There is, moreover, another aspect of the marihuana high illustrated by the LSD experiment. The researchers found that increased cerebral blood flow influenced "visual processing in the psychedelic state"². While under the influence of marihuana this increase in blood flow normally won't be of "hallucinatory quality", but it certainly does grant the cannabis consumer intensified vision, resulting in the brilliant quality of whatever is perceived mentioned above, something already mentioned with the term "melammu" by the ancient Mesopotamians at the beginning of western civilization.

With this understanding of the spirituality of the cannabis experience we can juxtapose it with twentieth century Christian doctrine regarding the self-emptying experience. Our interest in the Christian view on this issue stems from the fact that it informs the ideology that undergirded prohibition. It is most forcefully stated by the theologian Paul Tillich, who dominated protestant theology in the United States in the latter half of the twentieth century. For Tillich the

"Spiritual Presence creates an ecstasy .... which drives the spirit of man beyond itself, without destroying its essential, i.e., rational structure. Ecstasy does not destroy the centeredness of the integrated self. Should it do so, demonic possession would replace the creative presence of the Spirit."³

For Tillich, the rational structure of the spirit, which in ordinary language we call 'mind', must remain unimpaired for there to be a genuine spiritual experience. If the mind disappears, according to his systematic way of reaching for his god, then it is not the spirit that manifests itself, but the devil. So as not to leave any room for doubt, Tillich specifies that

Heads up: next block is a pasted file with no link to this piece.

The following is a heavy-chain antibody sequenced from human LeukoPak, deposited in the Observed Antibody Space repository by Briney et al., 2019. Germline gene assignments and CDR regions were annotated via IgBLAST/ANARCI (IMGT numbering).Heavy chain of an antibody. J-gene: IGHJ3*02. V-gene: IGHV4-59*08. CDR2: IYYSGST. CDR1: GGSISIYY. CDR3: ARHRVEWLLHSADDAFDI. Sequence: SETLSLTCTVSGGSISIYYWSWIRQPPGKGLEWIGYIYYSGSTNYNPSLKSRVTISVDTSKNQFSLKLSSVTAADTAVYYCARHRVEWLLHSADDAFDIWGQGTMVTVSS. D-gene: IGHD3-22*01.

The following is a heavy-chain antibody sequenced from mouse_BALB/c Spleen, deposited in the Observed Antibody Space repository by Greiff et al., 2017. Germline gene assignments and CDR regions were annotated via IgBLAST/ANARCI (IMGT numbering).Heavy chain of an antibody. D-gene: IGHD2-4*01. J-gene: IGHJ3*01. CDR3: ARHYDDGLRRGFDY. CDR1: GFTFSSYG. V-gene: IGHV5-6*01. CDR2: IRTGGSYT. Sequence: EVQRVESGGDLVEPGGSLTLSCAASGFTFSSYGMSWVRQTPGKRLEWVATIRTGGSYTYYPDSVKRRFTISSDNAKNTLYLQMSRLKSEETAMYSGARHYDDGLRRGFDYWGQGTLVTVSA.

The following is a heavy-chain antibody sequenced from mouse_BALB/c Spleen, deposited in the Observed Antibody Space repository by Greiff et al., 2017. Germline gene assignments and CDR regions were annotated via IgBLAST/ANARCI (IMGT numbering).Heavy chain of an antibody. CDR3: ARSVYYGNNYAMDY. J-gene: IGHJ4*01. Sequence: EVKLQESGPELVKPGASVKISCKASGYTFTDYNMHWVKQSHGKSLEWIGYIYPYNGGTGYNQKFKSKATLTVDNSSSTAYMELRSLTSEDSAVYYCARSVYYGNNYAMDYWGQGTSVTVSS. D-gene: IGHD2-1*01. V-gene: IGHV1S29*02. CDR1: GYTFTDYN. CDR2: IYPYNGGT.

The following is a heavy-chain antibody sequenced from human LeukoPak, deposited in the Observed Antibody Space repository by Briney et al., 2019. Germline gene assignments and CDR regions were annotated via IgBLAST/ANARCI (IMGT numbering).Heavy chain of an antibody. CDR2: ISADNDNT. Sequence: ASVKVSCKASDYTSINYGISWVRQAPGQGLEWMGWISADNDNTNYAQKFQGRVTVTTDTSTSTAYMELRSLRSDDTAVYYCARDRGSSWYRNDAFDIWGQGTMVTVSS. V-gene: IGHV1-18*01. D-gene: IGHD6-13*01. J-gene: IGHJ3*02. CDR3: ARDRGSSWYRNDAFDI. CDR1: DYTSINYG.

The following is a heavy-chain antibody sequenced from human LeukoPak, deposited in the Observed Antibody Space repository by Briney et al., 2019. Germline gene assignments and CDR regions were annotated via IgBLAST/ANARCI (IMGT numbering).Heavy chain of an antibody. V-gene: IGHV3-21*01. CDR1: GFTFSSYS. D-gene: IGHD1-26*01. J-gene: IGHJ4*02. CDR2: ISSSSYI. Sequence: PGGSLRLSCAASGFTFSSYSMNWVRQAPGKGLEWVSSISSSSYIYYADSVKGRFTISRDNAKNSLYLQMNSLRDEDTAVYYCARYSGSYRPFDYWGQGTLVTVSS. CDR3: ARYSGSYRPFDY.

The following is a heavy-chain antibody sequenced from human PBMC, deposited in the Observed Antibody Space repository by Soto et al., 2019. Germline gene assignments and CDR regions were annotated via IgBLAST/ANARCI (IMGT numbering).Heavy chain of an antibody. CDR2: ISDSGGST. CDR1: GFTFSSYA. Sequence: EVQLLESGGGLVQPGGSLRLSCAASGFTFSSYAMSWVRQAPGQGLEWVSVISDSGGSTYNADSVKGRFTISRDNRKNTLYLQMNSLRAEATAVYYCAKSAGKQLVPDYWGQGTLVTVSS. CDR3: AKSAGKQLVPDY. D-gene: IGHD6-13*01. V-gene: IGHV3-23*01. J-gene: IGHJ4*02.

"Intoxication is an attempt to escape from the dimension of spirit with its burden of personal centeredness and responsibility and cultural rationality. ... Its (here he refers to intoxication) main distinguishing feature is that it lacks both spiritual productivity and Spiritual creativity. ... It makes the self a vacuum."

Here we like to remind the reader that the cannabis induced "Spiritual Presence", as Tillich likes to call it, helps us to accept the burden that cultural rationality bestows upon us, and far from wanting to escape ourselves, the experience inspires us to happily carry on.
As for the self becoming a vacuum, that certainly holds true at the moment of ecstatic bliss. We have the example of the apostle Paul, whom it took three days to come back to his senses. The emptying of the mind, the vacuum in Tillich's words, has to occur for the mind to come back and be enlightened. Without kenotic emptying of the mind there is no spiritual experience; hence the theologian might be voicing what he thinks his god is telling him, but that god is bereft of the spirit, a mere mental construction, not meant to empty the ego of the participant, but to strenghten his or her religious identity. Tillich's spiritual presence, far from bringing the person closer to his or her fellow humans and the surrounding world, sets that person more apart and all but eliminates the possibility to enjoy a living spiritual experience.

Based on Tillich's systematic notions for the attainment of spiritual enlightenment, notions which "the church can employ in 'judging the Spirit'", it is no wonder that in the name of the highest ideals the most heinous crimes are being committed to stamp out 'the evil of intoxication". The judging of the devilish practice of intoxication and the persecution of its practitioners in the streets of Manilla, are but two hands on one and the same belly.

¹ Neural correlates of the LSD experience revealed by multimodal neuroimaging, p 1
² Ibid, p 1
³ Tillich, Paul, Systematic Theology, Vol.III, p 112
Ibid, p 119
Ibid, p 120